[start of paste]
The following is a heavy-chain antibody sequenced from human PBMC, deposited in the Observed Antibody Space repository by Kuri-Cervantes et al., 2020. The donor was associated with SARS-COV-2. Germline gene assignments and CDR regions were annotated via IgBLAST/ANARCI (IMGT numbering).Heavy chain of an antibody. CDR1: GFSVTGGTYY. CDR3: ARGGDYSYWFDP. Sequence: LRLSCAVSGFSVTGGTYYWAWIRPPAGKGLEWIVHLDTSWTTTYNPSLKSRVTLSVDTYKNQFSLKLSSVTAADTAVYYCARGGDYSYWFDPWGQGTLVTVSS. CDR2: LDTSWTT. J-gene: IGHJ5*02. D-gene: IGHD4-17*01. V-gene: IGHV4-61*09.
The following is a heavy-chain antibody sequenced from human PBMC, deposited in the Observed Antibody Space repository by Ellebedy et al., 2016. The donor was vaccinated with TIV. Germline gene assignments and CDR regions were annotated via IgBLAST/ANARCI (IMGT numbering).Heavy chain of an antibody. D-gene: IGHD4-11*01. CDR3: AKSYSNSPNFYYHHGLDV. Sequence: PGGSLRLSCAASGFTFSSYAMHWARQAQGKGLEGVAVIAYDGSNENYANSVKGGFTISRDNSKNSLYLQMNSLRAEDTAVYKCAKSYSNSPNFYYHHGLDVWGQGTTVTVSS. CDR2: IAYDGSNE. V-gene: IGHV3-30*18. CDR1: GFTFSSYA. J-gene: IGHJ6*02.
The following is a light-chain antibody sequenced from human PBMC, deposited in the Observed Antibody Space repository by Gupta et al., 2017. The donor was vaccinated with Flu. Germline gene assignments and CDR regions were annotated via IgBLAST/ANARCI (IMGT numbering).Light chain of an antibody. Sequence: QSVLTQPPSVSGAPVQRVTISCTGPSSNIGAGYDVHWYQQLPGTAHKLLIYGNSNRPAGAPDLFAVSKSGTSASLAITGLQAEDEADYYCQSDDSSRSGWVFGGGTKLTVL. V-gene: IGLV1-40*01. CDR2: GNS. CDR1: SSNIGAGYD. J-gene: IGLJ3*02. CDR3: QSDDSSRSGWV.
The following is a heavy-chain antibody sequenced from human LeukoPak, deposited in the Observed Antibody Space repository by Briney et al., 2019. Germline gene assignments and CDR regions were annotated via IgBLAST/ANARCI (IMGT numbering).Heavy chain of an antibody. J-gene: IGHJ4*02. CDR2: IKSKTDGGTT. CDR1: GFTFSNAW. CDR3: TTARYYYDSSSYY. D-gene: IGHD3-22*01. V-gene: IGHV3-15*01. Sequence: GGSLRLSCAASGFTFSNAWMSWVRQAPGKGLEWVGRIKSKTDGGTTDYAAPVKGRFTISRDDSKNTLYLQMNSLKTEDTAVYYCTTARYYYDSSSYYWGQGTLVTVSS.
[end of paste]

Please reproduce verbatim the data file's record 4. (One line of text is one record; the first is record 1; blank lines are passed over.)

The following is a heavy-chain antibody sequenced from human LeukoPak, deposited in the Observed Antibody Space repository by Briney et al., 2019. Germline gene assignments and CDR regions were annotated via IgBLAST/ANARCI (IMGT numbering).Heavy chain of an antibody. J-gene: IGHJ4*02. CDR2: IKSKTDGGTT. CDR1: GFTFSNAW. CDR3: TTARYYYDSSSYY. D-gene: IGHD3-22*01. V-gene: IGHV3-15*01. Sequence: GGSLRLSCAASGFTFSNAWMSWVRQAPGKGLEWVGRIKSKTDGGTTDYAAPVKGRFTISRDDSKNTLYLQMNSLKTEDTAVYYCTTARYYYDSSSYYWGQGTLVTVSS.